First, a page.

CPUs are getting lots more baggage around them: integrated I/O, integrated graphics, more niche instructions (anyone remember the VAX CPU?), systems management, etc. But the core of a CPU is the ALU, and none of these features are going to help improve the speed of the ALU. All we're getting is (roughly) the same throughput for less energy.
Intel are being squeezed. At one end, ARM is doing (very) low power for good enough performance. At the high end, GPUs are doing the heavy parallel number crunching. What's left for Intel? They're now looking to integrate FPGAs onto the CPU die. How many people will need that?
Backup Vs Archive
This is where people lean the difference between a backup and an archive.
SMTP STS...uses the certificate authority (CA) system
That system that most people know is broken.
Which is ironic as the thick client isn't exactly responsive and smooth
But it's better than the Flash behemoth...
Re: Next maybe EMC can update Unisphere
Unisphere on my EMC kit requires Flash.
How long until vCentre goes native HTML?
Reminds me of the following joke:
Q - What's the last thing to go through a fly's brain as it hits a car's windscreen?
A - It's arse
Re: Seems to me...
It's almost like that now. O2 & Vodafone have a merged infrastructure under the Cornerstone/Beacon initative. (Something which is complicating the O2/Three merger) I think they outsource this to Aquiva.
So....Three can't survive on their own in the UK mobile arena, but they think someone using cast-offs of 3's infrastructure can.
@Trixr Re: MS Orifice - so aptly named
I think you're missing the point. The problem isn't Excel exporting CSVs, it's when Excel imports a CSV. That's when it "helpfully" removes leading zeros, re-formats dates, etc.
@hplasm Re: How about...
About 22,000 miles high...?
The only surprise for me is that it's SQL Server going to Linux first. I honestly thought they'd port the cash cow that is Office to Linux desktops first.
Linux servers are a much bigger market than linux desktops.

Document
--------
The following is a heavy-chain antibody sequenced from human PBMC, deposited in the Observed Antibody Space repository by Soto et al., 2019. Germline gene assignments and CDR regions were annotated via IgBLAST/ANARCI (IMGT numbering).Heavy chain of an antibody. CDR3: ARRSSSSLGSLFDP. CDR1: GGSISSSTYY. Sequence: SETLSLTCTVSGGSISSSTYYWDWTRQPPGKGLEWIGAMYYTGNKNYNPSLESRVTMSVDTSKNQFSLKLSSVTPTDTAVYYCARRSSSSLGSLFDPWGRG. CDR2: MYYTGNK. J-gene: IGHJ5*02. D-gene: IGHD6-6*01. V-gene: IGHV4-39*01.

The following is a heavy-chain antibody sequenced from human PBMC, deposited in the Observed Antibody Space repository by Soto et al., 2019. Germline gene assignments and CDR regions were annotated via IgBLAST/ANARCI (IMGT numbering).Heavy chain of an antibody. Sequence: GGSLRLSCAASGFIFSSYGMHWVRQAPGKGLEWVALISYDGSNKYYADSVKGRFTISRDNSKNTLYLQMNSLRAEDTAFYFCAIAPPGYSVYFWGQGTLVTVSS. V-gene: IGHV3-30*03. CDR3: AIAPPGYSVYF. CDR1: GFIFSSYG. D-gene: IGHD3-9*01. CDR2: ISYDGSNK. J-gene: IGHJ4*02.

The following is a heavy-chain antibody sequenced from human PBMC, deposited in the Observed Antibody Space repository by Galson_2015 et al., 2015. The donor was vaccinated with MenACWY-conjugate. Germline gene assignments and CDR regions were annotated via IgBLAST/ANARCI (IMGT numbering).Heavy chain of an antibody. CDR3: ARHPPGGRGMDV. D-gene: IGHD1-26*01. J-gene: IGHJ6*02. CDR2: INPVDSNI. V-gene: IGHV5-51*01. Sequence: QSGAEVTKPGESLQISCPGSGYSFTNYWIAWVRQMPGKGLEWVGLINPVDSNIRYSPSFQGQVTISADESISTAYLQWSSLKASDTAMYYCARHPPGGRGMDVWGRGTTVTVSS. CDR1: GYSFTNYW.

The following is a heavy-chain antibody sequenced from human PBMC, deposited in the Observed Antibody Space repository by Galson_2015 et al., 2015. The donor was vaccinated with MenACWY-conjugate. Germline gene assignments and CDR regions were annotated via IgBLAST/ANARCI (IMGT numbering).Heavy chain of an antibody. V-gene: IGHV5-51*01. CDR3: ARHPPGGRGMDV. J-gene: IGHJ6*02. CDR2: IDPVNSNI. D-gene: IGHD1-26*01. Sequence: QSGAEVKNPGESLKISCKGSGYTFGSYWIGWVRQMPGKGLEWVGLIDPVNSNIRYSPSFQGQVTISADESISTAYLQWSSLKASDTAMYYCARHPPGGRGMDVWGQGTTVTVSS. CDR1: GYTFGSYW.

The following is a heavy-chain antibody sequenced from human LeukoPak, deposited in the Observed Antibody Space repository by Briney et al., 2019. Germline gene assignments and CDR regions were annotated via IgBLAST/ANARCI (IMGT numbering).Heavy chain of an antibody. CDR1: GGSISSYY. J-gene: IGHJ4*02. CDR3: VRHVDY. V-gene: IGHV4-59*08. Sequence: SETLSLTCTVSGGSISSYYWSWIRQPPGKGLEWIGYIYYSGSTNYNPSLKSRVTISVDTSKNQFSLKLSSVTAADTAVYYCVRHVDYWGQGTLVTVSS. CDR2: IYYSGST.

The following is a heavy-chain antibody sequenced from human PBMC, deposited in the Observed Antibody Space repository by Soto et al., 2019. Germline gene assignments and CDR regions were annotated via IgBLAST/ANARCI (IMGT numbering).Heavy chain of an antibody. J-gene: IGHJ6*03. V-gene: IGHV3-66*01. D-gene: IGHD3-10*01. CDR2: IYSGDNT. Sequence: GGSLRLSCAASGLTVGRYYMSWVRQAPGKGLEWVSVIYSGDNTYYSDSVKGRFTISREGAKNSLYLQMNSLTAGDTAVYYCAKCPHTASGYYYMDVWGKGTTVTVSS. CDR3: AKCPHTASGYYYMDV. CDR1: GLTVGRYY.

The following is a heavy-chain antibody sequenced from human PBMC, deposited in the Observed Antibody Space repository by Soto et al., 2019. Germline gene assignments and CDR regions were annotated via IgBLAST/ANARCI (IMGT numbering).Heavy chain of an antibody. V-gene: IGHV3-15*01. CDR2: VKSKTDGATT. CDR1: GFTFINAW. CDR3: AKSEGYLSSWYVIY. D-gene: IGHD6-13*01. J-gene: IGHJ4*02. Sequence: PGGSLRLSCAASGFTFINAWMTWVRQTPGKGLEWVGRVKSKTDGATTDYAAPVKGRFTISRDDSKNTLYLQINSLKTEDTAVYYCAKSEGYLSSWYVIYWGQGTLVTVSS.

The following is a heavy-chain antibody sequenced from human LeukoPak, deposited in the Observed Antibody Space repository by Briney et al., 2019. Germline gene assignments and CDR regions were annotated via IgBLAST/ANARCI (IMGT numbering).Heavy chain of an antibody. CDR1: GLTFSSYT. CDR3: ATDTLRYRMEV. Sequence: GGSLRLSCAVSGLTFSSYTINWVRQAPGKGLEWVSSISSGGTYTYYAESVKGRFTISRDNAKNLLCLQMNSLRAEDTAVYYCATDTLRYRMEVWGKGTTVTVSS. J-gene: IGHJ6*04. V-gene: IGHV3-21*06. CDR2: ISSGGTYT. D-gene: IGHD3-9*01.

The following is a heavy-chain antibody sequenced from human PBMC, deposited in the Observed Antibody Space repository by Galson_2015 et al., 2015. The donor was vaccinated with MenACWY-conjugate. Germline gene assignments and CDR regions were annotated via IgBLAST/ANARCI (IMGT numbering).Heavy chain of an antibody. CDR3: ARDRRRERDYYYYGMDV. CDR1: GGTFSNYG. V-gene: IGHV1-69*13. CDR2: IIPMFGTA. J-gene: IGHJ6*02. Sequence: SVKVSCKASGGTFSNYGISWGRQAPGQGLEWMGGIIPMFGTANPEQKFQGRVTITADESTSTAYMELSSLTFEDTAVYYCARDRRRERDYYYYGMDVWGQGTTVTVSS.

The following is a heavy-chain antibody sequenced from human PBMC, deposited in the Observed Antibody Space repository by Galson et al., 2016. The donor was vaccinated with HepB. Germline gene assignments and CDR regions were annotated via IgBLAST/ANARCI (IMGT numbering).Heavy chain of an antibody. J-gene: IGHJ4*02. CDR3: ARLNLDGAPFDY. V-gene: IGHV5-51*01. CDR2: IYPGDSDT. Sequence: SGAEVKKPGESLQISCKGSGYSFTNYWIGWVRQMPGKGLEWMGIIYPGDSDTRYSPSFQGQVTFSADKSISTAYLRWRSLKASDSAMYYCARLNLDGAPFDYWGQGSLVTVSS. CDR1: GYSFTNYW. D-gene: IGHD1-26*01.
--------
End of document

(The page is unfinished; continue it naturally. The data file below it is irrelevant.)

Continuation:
Re: Where can I get a good dumb TV?
Why not just use a computer monitor?
But is that the fault of ATOS or those who created the contract without milestone payments and/or late delivery penalties?
I heard of a public sector contract which had late delivery penalties. Even before the project was complete (it was over running by this stage) the supplied said: "If you invoke the late delivery penalties, we'll go bust".
You'll probably find that, at the start, the public sector says "This IT project isn't like any other IT project, so won't suffer from the same problems."
Then, at the end, they'll 'fess up and say "Actually, it was quite like all the other IT projects. Because we failed to learn from them, we made the same mistakes as everyone else."
Re: Nice to see.
If someone is looking to move from Oracle or IBM (DB2), why would they pick another big proprietary vendor?
Because your third party application only supports commercial databases? Having seen the licensing costs and DBA requirements for Oracle & DB2, maybe SQL comes out the least painful?
Re: I'd have assumed that their test code suite would catch something like that...
I think it's obviously a fairly trivial and straightforward exercise for the Test Dept boffins at AMD to semi-automatically create
This isn't a bug that's caused by "Execute instruction X followed by instruction Y and get the wrong results".
It's a very precise timing bug between an NMI and the processor being in a certain state. These corner cases are *very* hard to find and reproduce.
As several other commentards have noted, CPUs nowadays are *very* complex and testing every state is almost impossible.
@Jimbo in Thailand
In fact, it's already been done successfully by rival space outfit Blue Origin, the Jeff Bezos company.
Small point: Jeff's rocket may have gone up and down, but it certainly didn't go high/fast enough to put anything in orbit, let alone a geostationary orbit.
Oh, and Elon's rocket has landed on Terra Firma before too. As has been mentioned several times, this one couldn't reach land due to lack of fuel (due to putting something into a high geostationary orbit)
Been there, done that..
Something similar done by Cambridge students back in 1958:
I believe it took the students one night to put it up there, and the authorities a week to take it down.
Aren't the comments by the port thugs/idiots slander, claiming he was scouting for a terrorist act?
Re: Quite positive really
At least the Falcon can shutdown its engines, unlike some other rockets *cough*Shuttle*cough*